April Fools' Jokes: The Funniest Albums Of All Time

The musical jokes that had the whole world crying, in Bigger Than the Sound.

April Fools' Day is possibly the most hilarious (and torturous) 24 hours of the year, a day filled with plastic dog poop, really awful pranks that result in moderate-to-severe head injuries and guilting and shaming those closest to you. Or, at least, that's how it is here at MTV headquarters.

So, in the spirit of the day — and in an attempt to avoid being Maced by MTV News Director of Operations Jonathan Goldner (that dude's hilarious) — I've holed myself up in my office and have decided to grind out a list of the funniest albums of all time. These are the musical equivalents of plastic dog poop ... records that must surely be a joke (perhaps even a mean-spirited one), because there really is no other explanation for their existence.

As a side note, just because I find all these albums to be hilarious doesn't mean they're terrible. In fact, looking at the list again, I'm struck by how many of them I actually like. Still, that's beside the point. April 1 is a cruel day, and I must roll with the punches. So, for your April Fools' Day pleasure, may I present the greatest musical pranks of all time — a handful of records that probably aren't meant to be laughed at, but, as Q-Tip once said, sometimes you've gotta laugh to keep from crying.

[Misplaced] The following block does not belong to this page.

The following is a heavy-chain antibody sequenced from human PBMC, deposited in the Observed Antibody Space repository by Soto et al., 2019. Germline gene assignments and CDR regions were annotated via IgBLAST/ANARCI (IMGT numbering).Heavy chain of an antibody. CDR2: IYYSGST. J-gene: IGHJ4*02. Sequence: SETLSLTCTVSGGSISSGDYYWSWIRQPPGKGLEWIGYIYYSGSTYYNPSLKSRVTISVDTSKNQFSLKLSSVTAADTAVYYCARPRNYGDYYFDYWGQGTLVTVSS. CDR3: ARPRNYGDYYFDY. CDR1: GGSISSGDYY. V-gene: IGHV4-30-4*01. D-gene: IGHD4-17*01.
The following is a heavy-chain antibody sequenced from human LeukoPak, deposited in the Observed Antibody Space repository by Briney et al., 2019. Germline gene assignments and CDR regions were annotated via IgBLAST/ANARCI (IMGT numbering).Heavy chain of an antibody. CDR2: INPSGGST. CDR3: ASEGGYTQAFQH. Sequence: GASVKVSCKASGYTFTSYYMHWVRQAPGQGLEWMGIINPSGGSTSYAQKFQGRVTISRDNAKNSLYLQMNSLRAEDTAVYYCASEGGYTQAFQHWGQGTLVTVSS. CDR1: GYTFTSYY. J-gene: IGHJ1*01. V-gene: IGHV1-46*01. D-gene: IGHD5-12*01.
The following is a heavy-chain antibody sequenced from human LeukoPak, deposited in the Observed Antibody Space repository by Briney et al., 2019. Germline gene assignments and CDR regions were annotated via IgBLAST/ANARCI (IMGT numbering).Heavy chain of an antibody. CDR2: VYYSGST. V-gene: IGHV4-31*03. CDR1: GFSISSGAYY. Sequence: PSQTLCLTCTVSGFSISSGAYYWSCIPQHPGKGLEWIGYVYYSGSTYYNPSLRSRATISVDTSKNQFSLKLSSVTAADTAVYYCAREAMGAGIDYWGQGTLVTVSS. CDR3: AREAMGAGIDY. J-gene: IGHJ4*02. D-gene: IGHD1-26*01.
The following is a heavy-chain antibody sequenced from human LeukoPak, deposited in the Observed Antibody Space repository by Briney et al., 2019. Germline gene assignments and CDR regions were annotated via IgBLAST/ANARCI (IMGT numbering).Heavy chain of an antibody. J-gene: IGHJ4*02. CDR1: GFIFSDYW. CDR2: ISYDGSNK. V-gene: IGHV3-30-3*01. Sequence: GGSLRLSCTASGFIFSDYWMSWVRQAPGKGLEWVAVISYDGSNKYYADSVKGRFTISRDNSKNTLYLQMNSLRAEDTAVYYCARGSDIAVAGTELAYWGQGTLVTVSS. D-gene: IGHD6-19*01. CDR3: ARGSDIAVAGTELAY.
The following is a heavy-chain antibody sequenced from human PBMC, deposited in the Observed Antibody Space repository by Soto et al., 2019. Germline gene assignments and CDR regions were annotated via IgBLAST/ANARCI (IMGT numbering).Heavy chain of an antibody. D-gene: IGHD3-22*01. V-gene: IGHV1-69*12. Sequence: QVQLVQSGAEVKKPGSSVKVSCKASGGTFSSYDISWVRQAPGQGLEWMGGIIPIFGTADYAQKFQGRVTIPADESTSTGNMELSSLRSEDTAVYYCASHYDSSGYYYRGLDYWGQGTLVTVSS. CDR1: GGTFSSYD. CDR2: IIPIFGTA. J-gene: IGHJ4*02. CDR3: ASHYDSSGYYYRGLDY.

Lou Reed, Metal Machine Music (1975): Either the funniest album of all time or the worst (or probably both), Lou Reed's ear-splitting, dissonant and downright atonal double album (!) was greeted with reviews that compared it to "the tubular groaning of a galactic refrigerator" and "a night in a bus terminal" upon its initial release. Anyone who made it through the album's four noisy, feedback-drenched sides probably agreed — they probably also believed that Reed was either joking or had gone completely insane. Reed himself maintained the album was not a joke (he reportedly also claimed it "invented" heavy metal), though in a 2002 interview, he did admit, "I was serious about it. I was also really, really stoned." We're laughing with you, Lou.

Bob & Doug McKenzie, The Great White North (1981): Toqued up Canadian brothers (as played by Rick Moranis and Dave Thomas) record comedy/concept album about beer, back bacon and black holes, land an improbable cameo by Rush's Geddy Lee, inexplicably score a hit single ("Take Off") as a result. All very funny. The fact that this won the Canadian Grammy for Comedy Album of the Year? Hilarious.

Neil Young, Trans (1982): Imagine Neil Young — hirsute, warbly godfather of grunge — singing almost entirely through a Vocoder. Now imagine he's singing songs with titles like "Computer Age," "Transformer Man" and "Computer Cowboy." Slap a goofy, "Tron"-esque cover on that nightmare, and you've got Trans, an album that befuddled pretty much, well, everyone. Most thought it was an elaborate joke; others believed it was Young at his most satirical, poking fun at the soulless, electro-pop that dominated the decade. Regardless, his record label — Geffen — wasn't pleased, and thanks to this album (and 1983's goofy, 25-minute long Everybody's Rockin'), they sued Young for releasing "uncharacteristic, uncommercial" records. For that reason alone, you need to listen to this.